A Machine For All (Operating) Systems
By nilsn on Sep 12, 2005
In my earlier fit of crankiness I forgot to mention why I was looking at the Network Computing page at all: today we officially rolled out our new line of Opteron Servers. I first saw one of these systems hidden away in a lab near the Solaris engineers' offices last year, and I've been dying to get them into customers' hands since then. I'm a software guy, so bits of metal don't generally grab me, but these boxes blew me away. It's amazing how much power they squeezed into such a tiny space.
One complaint really stood out though:
The biggest problem I foresee for Sun in competing with Dell is simple, Suns don't run Windows and they don't run Linux. [...]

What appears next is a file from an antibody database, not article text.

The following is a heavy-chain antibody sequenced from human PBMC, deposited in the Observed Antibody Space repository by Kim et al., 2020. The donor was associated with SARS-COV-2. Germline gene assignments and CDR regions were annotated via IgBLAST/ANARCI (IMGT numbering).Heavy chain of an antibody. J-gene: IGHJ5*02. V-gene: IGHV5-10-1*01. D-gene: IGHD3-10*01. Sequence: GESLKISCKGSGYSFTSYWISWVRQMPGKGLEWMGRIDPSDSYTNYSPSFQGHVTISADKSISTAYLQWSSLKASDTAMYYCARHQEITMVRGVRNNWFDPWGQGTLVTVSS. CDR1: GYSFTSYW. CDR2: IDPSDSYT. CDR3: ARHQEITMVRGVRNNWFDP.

But back to that Windows thing, it's nice to be able to take a Dell and repurpose it from being a Linux system to a Windows system or vice versa. [...] If I buy a bunch of shiny new Suns not only am I locked into Solaris (which is painful to use after working on Linux for so many years) but I'm also locked into that hardware.
Others have already started to show this poster the error of his ways, but I hope this isn't a common misconception. These new machines are capable of running Solaris, Linux, or Windows 2003 Server. Obviously I think you should be running Solaris but neither I, nor the people who designed this system, are going to tell you you have to be running Solaris.
[Updated: I originally said the new servers support Windows XP. They actually support Windows 2003 Server. Thanks to Manish Kapur for the correction.]